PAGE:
It’s a great story on many levels, and a really excellent choice for ages 7 or 8 and up.
Thomas Jefferson: Life, Liberty and the Pursuit of Everything, written and illustrated by Maira Kalman
published 2014 by Nancy Paulsen Books
Oh, I could devote a whole post to this, but I’ll restrain myself!
Here is Jefferson as only Maira can portray him. A red-head with about 20 freckles, with a specially-designed bed so he could be up and at ’em at the crack of dawn, who loved growing vegetables, and ate “so many kinds of pudding” and strolled through his gardens with the Marquis de Lafayette plucking figs. Maira has a knack of dishing up the quirky, human side in her biographies.
She’s also eloquent on Jefferson’s passion to know about…everything! and his noble contributions to our nation. And, she matter-of-factly addresses the slavery issue as though she is holding our faces between her hands, gazing steadily into our eyes, and quietly delivering some painful news. Without killing the whole man.
All this, and page after page of her brilliant artwork. Many try to mimic, but no one does Maira like Maira. The whole book bursts with color and life. Especially that exorbitant spring green that carpets the hillsides of Monticello. Brand new in 2014 and just so juicy and good!
To Dare Mighty Things: The Life of Theodore Roosevelt, by Doreen Rappaport, illustrated by C.F. Payne published in 2013 by Disney Hyperion Books
Moving rapidly along, we come to that giant among men, the boisterous, the energetic, the one and only, Teddy!
And would you look at that book cover! That really says it all! Not even a title on it to detract from the out-sized portrait of this enthusiastic, charge-ever-onward, bully-for-you, guy.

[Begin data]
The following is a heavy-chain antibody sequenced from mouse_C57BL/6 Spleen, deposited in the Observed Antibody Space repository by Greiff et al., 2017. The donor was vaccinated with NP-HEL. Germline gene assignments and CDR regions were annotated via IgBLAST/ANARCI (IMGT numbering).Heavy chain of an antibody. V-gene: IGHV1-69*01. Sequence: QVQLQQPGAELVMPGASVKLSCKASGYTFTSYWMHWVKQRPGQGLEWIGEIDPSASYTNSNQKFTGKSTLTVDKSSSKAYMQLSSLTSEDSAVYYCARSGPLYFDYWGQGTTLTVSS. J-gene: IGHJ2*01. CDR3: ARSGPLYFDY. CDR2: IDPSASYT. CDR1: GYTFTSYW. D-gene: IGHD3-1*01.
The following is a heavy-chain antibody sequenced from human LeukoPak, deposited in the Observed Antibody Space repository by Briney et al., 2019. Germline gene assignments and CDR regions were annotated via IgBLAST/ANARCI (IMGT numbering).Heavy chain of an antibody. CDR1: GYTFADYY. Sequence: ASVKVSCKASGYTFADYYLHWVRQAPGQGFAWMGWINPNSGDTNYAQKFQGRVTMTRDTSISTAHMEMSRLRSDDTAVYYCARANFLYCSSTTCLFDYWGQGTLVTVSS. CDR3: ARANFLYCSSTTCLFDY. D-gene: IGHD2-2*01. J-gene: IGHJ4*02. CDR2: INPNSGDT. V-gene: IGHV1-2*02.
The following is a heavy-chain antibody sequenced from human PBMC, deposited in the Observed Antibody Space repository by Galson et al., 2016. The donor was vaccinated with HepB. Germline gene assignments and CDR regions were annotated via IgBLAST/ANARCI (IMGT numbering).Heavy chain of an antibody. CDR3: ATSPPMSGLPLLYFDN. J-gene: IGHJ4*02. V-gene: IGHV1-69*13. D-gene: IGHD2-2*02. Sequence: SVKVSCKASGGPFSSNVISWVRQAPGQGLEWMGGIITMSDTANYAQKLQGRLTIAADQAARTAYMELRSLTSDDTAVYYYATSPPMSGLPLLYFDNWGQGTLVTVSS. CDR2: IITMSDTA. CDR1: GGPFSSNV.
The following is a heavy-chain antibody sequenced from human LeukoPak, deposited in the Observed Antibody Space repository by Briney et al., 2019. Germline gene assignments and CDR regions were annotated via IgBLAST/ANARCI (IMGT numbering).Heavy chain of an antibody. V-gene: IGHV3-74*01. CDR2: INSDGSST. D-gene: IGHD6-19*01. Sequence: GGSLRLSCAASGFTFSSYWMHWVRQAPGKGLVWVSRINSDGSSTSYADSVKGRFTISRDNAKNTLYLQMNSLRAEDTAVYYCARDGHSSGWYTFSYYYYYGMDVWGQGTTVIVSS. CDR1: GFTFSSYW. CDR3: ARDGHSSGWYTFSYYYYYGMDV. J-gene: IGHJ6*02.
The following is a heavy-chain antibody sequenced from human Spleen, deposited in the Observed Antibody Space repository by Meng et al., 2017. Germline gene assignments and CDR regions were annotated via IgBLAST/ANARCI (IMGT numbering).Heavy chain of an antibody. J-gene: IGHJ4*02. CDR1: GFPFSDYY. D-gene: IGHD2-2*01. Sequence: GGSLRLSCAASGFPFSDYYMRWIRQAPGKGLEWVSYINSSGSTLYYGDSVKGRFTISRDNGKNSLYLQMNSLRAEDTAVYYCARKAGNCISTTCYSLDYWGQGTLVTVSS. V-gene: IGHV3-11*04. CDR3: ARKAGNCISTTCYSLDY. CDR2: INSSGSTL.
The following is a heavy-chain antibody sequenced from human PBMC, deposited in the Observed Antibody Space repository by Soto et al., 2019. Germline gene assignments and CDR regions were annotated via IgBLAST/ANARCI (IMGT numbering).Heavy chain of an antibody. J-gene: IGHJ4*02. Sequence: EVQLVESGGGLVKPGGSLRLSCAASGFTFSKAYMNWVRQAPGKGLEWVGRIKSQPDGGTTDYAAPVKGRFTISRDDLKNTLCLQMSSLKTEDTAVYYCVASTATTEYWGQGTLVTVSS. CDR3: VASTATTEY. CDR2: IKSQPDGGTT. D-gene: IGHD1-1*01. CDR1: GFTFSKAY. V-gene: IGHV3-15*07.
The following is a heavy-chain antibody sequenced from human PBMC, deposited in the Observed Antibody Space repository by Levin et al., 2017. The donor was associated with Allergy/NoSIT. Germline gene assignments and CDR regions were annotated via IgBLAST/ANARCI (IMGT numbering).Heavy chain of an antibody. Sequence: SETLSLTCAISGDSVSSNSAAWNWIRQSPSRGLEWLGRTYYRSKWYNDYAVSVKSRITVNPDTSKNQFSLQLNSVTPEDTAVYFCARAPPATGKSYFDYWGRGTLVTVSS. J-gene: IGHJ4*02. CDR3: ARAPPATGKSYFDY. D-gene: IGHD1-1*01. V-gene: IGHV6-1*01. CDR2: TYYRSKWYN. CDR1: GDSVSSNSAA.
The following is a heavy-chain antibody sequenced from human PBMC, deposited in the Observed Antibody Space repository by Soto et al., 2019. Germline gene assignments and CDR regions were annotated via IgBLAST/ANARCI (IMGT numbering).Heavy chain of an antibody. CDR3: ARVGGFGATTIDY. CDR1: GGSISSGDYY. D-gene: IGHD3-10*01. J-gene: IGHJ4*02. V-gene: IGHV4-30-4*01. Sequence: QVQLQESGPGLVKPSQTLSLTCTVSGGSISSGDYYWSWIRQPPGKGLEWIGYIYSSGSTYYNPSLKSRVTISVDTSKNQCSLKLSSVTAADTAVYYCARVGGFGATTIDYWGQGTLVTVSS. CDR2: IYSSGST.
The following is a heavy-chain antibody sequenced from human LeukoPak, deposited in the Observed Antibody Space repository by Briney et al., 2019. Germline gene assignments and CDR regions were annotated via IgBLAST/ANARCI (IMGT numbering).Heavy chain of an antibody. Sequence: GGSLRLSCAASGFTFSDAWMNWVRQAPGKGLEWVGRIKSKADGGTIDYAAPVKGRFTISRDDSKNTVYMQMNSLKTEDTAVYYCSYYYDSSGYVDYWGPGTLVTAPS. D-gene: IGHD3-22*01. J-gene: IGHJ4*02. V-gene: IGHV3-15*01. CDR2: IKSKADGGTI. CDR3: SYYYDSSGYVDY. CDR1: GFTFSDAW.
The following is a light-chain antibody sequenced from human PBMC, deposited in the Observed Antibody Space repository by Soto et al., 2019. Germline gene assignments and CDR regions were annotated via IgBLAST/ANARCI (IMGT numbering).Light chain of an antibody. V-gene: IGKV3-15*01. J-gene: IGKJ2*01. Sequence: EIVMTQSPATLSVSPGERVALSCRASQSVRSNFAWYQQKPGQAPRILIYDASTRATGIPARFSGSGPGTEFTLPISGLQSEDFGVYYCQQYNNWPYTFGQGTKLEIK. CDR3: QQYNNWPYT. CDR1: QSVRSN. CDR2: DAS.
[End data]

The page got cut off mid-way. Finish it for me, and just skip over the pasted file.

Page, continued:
I thoroughly enjoyed this biography. Rappaport has done a phenomenal job of taking us through TR’s life from his puny, asthmatic childhood and insatiable curiosity, through his rise to influence, his gusto and fearlessness, his deep sorrows, his passion for conservation, his lively presidential family — with a light hand. So much personality and outlook and information is packed into lines that are effortless to read.
Payne’s artwork fills up the large, square pages of this book with dramatic flair. There is nothing small or refined here. Each magnificent scene feels expansive and bursting with life, pulling us up close to this incredible persona.
A timeline and a great list of resources to learn more are included, as are many choice quotes. This is another very highly recommended biography for elementary-age and up, and where was this when the awards were handed out?!
Make Your Mark, Franklin Roosevelt, by Judith St. George, illustrated by Britt Spencer published in 2007 by Philomel Books
This breezy biography of FDR is plum full of stories that paint a picture of his life from birth to age 18. The book ends with just one, looking-ahead sentence about FDR’s eventual job as president. A few details of his presidential achievements are given in a short afterword.
So, it’s a very accessible biography, much more personal and less historically-focused than the others today.
Roosevelt, of course, was born into a very wealthy, privileged family. His mother cossetted and pampered him in a rather terrifying manner, and was appalled at the notion that he would enter the embarrassing, low life of politics!
His father, Popsy, led FDR in recreational pursuits to make any child drool, and governesses attempted to teach the fairly-imperious boy his lessons. Life at Groton boarding school, and his fifth cousin, Teddy Roosevelt, were part of what awakened him to a bigger world view.
Judith St. George knows how to spin a story, and these are all engaging anecdotes. Kids won’t learn much about FDR’s important role as president, but will be intrigued by the backstory to our longest-serving, WWII leader. Britt Spencer’s mixed media illustrations are bright, vivid, playful, with a touch of David Small about them, easily drawing listeners in to this text — a little lengthier than some and divided into six very-short chapters. Ages 7 and up.